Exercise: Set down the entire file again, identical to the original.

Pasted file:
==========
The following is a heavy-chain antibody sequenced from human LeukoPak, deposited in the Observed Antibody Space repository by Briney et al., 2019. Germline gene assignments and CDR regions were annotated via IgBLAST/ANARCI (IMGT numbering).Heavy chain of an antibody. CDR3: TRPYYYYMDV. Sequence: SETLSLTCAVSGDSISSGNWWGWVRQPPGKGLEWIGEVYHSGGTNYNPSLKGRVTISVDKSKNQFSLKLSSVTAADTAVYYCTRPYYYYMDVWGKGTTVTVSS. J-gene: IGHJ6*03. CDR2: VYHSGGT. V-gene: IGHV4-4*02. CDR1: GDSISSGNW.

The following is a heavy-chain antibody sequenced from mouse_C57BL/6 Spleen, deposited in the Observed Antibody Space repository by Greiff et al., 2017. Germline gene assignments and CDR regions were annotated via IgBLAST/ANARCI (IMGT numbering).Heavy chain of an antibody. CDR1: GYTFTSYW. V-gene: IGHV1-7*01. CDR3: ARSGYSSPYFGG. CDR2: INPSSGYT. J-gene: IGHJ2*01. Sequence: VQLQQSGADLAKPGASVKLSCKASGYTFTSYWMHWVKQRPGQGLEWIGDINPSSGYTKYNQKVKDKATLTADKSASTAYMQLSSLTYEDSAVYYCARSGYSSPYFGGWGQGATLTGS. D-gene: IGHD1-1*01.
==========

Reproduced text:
The following is a heavy-chain antibody sequenced from human LeukoPak, deposited in the Observed Antibody Space repository by Briney et al., 2019. Germline gene assignments and CDR regions were annotated via IgBLAST/ANARCI (IMGT numbering).Heavy chain of an antibody. CDR3: TRPYYYYMDV. Sequence: SETLSLTCAVSGDSISSGNWWGWVRQPPGKGLEWIGEVYHSGGTNYNPSLKGRVTISVDKSKNQFSLKLSSVTAADTAVYYCTRPYYYYMDVWGKGTTVTVSS. J-gene: IGHJ6*03. CDR2: VYHSGGT. V-gene: IGHV4-4*02. CDR1: GDSISSGNW.

The following is a heavy-chain antibody sequenced from mouse_C57BL/6 Spleen, deposited in the Observed Antibody Space repository by Greiff et al., 2017. Germline gene assignments and CDR regions were annotated via IgBLAST/ANARCI (IMGT numbering).Heavy chain of an antibody. CDR1: GYTFTSYW. V-gene: IGHV1-7*01. CDR3: ARSGYSSPYFGG. CDR2: INPSSGYT. J-gene: IGHJ2*01. Sequence: VQLQQSGADLAKPGASVKLSCKASGYTFTSYWMHWVKQRPGQGLEWIGDINPSSGYTKYNQKVKDKATLTADKSASTAYMQLSSLTYEDSAVYYCARSGYSSPYFGGWGQGATLTGS. D-gene: IGHD1-1*01.